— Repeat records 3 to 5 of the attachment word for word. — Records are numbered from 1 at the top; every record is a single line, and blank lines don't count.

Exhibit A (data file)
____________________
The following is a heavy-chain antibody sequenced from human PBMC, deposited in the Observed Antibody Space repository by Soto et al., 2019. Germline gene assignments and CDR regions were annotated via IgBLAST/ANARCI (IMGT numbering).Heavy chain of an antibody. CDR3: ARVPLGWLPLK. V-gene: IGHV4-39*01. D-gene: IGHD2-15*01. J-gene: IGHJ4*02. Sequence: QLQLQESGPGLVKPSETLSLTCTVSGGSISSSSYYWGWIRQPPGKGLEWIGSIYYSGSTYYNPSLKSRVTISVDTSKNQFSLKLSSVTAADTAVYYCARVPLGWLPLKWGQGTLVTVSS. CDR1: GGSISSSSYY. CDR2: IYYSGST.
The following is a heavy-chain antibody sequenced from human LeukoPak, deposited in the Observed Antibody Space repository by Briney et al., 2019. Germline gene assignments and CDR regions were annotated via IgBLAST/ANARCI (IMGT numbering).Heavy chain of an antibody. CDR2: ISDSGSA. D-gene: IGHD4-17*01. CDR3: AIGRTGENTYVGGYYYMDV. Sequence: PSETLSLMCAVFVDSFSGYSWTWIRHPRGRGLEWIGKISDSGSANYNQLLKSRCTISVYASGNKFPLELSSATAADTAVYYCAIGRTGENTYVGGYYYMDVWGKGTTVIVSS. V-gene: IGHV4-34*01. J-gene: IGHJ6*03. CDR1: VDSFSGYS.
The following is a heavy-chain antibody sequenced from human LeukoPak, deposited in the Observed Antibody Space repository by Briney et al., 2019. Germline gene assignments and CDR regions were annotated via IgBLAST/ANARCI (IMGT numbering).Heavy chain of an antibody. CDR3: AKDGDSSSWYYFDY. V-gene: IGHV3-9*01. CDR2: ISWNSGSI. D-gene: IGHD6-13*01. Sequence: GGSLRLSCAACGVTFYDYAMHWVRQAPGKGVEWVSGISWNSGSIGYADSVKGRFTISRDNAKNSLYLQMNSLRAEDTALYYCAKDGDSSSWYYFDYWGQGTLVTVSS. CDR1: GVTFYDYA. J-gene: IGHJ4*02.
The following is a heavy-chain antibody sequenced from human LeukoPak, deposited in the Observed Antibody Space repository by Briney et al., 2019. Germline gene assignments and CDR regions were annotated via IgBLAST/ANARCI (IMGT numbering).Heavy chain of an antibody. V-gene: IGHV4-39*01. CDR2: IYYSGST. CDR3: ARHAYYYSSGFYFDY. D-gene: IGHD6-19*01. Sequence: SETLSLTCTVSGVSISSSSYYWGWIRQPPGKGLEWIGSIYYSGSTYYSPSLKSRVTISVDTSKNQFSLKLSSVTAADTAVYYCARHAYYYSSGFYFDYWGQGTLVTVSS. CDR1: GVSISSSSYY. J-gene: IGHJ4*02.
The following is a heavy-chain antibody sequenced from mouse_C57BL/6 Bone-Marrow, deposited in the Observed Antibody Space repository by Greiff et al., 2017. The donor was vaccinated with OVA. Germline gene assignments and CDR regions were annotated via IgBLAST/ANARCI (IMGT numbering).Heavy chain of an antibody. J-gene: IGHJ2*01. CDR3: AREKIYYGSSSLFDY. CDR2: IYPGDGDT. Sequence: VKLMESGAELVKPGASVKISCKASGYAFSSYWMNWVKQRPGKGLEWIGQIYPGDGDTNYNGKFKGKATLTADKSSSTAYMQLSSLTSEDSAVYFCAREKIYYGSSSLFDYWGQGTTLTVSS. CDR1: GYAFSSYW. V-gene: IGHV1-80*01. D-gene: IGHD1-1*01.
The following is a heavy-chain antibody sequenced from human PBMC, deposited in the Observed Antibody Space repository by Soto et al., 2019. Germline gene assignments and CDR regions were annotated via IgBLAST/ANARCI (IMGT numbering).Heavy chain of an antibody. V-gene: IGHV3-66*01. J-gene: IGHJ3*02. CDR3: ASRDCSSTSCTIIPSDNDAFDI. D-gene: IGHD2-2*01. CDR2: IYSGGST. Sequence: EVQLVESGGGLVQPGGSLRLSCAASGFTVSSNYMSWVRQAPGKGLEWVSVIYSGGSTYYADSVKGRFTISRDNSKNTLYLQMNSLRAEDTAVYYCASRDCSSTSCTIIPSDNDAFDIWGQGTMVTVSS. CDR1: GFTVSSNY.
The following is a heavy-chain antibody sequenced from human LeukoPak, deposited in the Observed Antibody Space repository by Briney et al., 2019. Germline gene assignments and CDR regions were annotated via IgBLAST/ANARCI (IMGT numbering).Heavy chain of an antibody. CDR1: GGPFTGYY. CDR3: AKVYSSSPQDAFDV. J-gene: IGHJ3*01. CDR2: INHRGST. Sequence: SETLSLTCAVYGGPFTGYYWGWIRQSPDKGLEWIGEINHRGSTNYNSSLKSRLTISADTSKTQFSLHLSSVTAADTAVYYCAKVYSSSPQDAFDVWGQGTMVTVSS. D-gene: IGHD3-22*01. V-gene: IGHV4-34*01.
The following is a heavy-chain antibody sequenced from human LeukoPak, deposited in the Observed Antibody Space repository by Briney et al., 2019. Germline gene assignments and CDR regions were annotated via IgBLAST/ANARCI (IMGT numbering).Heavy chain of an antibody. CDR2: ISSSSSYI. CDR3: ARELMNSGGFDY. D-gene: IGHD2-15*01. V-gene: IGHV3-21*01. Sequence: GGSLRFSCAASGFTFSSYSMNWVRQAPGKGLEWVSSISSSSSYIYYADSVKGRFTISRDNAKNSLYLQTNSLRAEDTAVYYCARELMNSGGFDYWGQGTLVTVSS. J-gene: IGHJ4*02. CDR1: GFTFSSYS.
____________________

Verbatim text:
The following is a heavy-chain antibody sequenced from human LeukoPak, deposited in the Observed Antibody Space repository by Briney et al., 2019. Germline gene assignments and CDR regions were annotated via IgBLAST/ANARCI (IMGT numbering).Heavy chain of an antibody. CDR3: AKDGDSSSWYYFDY. V-gene: IGHV3-9*01. CDR2: ISWNSGSI. D-gene: IGHD6-13*01. Sequence: GGSLRLSCAACGVTFYDYAMHWVRQAPGKGVEWVSGISWNSGSIGYADSVKGRFTISRDNAKNSLYLQMNSLRAEDTALYYCAKDGDSSSWYYFDYWGQGTLVTVSS. CDR1: GVTFYDYA. J-gene: IGHJ4*02.
The following is a heavy-chain antibody sequenced from human LeukoPak, deposited in the Observed Antibody Space repository by Briney et al., 2019. Germline gene assignments and CDR regions were annotated via IgBLAST/ANARCI (IMGT numbering).Heavy chain of an antibody. V-gene: IGHV4-39*01. CDR2: IYYSGST. CDR3: ARHAYYYSSGFYFDY. D-gene: IGHD6-19*01. Sequence: SETLSLTCTVSGVSISSSSYYWGWIRQPPGKGLEWIGSIYYSGSTYYSPSLKSRVTISVDTSKNQFSLKLSSVTAADTAVYYCARHAYYYSSGFYFDYWGQGTLVTVSS. CDR1: GVSISSSSYY. J-gene: IGHJ4*02.
The following is a heavy-chain antibody sequenced from mouse_C57BL/6 Bone-Marrow, deposited in the Observed Antibody Space repository by Greiff et al., 2017. The donor was vaccinated with OVA. Germline gene assignments and CDR regions were annotated via IgBLAST/ANARCI (IMGT numbering).Heavy chain of an antibody. J-gene: IGHJ2*01. CDR3: AREKIYYGSSSLFDY. CDR2: IYPGDGDT. Sequence: VKLMESGAELVKPGASVKISCKASGYAFSSYWMNWVKQRPGKGLEWIGQIYPGDGDTNYNGKFKGKATLTADKSSSTAYMQLSSLTSEDSAVYFCAREKIYYGSSSLFDYWGQGTTLTVSS. CDR1: GYAFSSYW. V-gene: IGHV1-80*01. D-gene: IGHD1-1*01.